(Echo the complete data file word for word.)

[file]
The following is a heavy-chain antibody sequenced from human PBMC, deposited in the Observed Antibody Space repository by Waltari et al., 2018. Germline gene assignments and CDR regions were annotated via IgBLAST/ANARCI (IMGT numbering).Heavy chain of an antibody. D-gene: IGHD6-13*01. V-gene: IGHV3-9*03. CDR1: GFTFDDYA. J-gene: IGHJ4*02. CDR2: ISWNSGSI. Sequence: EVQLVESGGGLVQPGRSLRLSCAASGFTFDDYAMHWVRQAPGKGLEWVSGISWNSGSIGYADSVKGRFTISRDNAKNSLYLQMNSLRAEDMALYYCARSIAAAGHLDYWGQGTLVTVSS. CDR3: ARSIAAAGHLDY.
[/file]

The following is a heavy-chain antibody sequenced from human PBMC, deposited in the Observed Antibody Space repository by Waltari et al., 2018. Germline gene assignments and CDR regions were annotated via IgBLAST/ANARCI (IMGT numbering).Heavy chain of an antibody. D-gene: IGHD6-13*01. V-gene: IGHV3-9*03. CDR1: GFTFDDYA. J-gene: IGHJ4*02. CDR2: ISWNSGSI. Sequence: EVQLVESGGGLVQPGRSLRLSCAASGFTFDDYAMHWVRQAPGKGLEWVSGISWNSGSIGYADSVKGRFTISRDNAKNSLYLQMNSLRAEDMALYYCARSIAAAGHLDYWGQGTLVTVSS. CDR3: ARSIAAAGHLDY.